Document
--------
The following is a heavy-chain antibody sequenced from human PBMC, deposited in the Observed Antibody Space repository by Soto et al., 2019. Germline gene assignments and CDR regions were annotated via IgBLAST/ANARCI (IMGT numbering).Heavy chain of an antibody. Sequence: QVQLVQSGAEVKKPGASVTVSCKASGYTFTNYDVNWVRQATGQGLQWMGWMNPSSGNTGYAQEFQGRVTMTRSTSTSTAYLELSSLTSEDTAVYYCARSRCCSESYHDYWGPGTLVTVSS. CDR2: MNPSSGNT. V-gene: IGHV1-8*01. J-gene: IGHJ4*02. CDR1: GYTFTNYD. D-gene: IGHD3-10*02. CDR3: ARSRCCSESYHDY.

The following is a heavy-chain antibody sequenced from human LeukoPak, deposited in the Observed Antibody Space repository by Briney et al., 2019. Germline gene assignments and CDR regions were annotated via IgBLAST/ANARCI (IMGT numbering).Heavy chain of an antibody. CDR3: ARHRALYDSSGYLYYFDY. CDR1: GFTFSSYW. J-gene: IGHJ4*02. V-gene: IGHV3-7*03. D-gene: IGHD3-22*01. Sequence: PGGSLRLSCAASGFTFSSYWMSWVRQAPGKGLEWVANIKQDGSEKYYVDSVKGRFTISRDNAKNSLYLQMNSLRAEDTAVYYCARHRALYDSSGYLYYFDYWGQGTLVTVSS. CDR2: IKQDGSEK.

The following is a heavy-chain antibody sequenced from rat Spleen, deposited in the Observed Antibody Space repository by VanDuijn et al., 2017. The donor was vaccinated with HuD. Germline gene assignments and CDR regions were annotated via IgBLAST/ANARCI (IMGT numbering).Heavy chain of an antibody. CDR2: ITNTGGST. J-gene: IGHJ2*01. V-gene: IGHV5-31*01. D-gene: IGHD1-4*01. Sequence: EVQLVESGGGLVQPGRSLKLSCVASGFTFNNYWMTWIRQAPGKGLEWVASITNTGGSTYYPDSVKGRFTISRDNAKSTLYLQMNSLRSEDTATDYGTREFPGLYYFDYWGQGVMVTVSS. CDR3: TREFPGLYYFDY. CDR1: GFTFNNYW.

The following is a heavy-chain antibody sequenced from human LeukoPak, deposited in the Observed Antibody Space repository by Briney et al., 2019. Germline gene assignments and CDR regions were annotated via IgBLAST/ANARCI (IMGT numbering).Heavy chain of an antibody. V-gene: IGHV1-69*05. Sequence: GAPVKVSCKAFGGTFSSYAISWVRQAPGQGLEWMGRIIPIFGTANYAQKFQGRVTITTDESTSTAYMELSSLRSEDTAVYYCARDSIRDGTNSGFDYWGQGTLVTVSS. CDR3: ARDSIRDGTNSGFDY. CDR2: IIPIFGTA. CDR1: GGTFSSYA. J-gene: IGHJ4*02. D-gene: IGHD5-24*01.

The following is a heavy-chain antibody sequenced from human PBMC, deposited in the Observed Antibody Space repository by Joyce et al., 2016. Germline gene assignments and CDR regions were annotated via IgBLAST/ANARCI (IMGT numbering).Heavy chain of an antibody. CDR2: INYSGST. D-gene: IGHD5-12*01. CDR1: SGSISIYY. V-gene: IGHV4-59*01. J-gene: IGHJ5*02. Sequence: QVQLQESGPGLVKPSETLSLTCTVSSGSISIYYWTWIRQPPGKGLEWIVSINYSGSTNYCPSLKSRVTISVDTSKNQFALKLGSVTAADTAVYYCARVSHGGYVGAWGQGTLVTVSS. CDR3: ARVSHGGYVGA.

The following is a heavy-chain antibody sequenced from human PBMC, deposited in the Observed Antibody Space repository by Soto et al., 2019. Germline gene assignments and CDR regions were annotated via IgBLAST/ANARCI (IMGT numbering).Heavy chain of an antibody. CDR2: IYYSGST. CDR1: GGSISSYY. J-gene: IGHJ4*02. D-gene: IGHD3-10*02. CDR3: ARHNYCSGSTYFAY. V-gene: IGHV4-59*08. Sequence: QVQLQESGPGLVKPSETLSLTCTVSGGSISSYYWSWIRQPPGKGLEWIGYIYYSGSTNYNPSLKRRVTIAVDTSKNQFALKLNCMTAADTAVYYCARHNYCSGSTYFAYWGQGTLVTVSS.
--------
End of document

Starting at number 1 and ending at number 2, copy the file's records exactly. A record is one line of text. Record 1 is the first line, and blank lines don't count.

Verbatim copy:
The following is a heavy-chain antibody sequenced from human PBMC, deposited in the Observed Antibody Space repository by Soto et al., 2019. Germline gene assignments and CDR regions were annotated via IgBLAST/ANARCI (IMGT numbering).Heavy chain of an antibody. Sequence: QVQLVQSGAEVKKPGASVTVSCKASGYTFTNYDVNWVRQATGQGLQWMGWMNPSSGNTGYAQEFQGRVTMTRSTSTSTAYLELSSLTSEDTAVYYCARSRCCSESYHDYWGPGTLVTVSS. CDR2: MNPSSGNT. V-gene: IGHV1-8*01. J-gene: IGHJ4*02. CDR1: GYTFTNYD. D-gene: IGHD3-10*02. CDR3: ARSRCCSESYHDY.

The following is a heavy-chain antibody sequenced from human LeukoPak, deposited in the Observed Antibody Space repository by Briney et al., 2019. Germline gene assignments and CDR regions were annotated via IgBLAST/ANARCI (IMGT numbering).Heavy chain of an antibody. CDR3: ARHRALYDSSGYLYYFDY. CDR1: GFTFSSYW. J-gene: IGHJ4*02. V-gene: IGHV3-7*03. D-gene: IGHD3-22*01. Sequence: PGGSLRLSCAASGFTFSSYWMSWVRQAPGKGLEWVANIKQDGSEKYYVDSVKGRFTISRDNAKNSLYLQMNSLRAEDTAVYYCARHRALYDSSGYLYYFDYWGQGTLVTVSS. CDR2: IKQDGSEK.